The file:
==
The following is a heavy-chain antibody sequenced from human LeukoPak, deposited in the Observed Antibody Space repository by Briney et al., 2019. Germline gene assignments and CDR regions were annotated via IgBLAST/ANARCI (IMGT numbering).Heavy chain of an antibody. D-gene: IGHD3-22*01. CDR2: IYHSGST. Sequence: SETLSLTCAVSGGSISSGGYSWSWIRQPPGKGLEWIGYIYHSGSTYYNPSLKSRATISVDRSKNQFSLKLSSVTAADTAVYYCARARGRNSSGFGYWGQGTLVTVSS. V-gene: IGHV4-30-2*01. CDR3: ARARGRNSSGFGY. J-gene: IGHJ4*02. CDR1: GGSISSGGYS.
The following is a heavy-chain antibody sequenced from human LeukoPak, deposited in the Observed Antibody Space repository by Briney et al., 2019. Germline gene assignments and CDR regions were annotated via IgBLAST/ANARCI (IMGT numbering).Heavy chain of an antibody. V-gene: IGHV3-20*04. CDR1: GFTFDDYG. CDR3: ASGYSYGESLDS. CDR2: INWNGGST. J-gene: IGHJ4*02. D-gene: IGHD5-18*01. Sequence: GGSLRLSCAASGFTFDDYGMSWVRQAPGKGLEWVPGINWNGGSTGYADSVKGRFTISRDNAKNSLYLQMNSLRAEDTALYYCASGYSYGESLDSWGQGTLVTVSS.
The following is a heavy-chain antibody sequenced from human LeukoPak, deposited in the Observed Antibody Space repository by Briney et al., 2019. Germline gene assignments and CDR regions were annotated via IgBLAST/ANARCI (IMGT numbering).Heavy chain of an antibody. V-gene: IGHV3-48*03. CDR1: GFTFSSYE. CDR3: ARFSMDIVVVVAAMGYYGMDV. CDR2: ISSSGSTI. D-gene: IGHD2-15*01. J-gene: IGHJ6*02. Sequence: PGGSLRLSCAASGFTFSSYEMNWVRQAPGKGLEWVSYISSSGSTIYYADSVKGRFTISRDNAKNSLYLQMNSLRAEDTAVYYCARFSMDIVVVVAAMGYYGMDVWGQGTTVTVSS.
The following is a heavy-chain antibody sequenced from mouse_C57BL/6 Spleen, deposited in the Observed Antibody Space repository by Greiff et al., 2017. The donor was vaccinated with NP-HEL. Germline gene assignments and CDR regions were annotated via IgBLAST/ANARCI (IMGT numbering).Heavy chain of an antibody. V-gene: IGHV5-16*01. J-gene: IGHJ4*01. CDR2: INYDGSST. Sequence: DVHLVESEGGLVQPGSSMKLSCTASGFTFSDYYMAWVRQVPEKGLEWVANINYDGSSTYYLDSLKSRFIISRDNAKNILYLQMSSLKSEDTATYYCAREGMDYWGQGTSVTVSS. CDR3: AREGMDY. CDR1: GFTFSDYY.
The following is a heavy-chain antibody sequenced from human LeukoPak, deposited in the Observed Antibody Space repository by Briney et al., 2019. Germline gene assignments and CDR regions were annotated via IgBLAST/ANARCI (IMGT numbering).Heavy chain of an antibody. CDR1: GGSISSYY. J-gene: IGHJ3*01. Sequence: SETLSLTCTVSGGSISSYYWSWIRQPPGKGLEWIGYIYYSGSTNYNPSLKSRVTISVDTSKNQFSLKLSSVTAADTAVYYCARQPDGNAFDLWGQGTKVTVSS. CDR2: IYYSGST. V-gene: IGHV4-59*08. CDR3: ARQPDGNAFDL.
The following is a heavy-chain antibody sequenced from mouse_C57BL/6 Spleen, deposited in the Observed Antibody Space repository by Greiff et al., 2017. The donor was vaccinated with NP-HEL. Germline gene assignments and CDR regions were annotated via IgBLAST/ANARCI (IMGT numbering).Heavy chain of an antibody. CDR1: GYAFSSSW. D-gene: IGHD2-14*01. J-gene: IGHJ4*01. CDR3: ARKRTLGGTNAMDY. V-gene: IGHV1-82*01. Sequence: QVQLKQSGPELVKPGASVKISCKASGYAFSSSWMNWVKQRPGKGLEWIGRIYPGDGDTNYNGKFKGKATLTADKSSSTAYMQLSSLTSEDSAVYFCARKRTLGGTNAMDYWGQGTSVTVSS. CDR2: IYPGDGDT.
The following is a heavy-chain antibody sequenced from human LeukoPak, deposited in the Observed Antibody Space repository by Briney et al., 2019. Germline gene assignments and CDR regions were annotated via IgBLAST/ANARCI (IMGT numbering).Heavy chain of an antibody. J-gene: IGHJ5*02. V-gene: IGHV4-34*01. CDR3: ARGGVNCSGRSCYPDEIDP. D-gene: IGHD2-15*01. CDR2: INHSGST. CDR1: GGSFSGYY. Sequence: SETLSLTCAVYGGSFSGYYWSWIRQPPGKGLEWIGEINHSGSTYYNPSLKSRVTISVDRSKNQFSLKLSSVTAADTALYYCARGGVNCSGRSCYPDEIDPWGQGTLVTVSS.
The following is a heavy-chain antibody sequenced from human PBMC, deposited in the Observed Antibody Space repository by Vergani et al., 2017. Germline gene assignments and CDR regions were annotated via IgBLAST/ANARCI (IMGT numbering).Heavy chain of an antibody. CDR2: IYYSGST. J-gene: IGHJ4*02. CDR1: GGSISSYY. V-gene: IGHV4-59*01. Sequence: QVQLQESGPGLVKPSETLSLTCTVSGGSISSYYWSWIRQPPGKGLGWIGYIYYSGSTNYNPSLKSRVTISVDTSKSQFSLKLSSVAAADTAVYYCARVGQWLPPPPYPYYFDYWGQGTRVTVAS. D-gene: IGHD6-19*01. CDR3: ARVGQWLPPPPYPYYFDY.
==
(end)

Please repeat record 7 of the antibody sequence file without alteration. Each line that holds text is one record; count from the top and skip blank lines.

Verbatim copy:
The following is a heavy-chain antibody sequenced from human LeukoPak, deposited in the Observed Antibody Space repository by Briney et al., 2019. Germline gene assignments and CDR regions were annotated via IgBLAST/ANARCI (IMGT numbering).Heavy chain of an antibody. J-gene: IGHJ5*02. V-gene: IGHV4-34*01. CDR3: ARGGVNCSGRSCYPDEIDP. D-gene: IGHD2-15*01. CDR2: INHSGST. CDR1: GGSFSGYY. Sequence: SETLSLTCAVYGGSFSGYYWSWIRQPPGKGLEWIGEINHSGSTYYNPSLKSRVTISVDRSKNQFSLKLSSVTAADTALYYCARGGVNCSGRSCYPDEIDPWGQGTLVTVSS.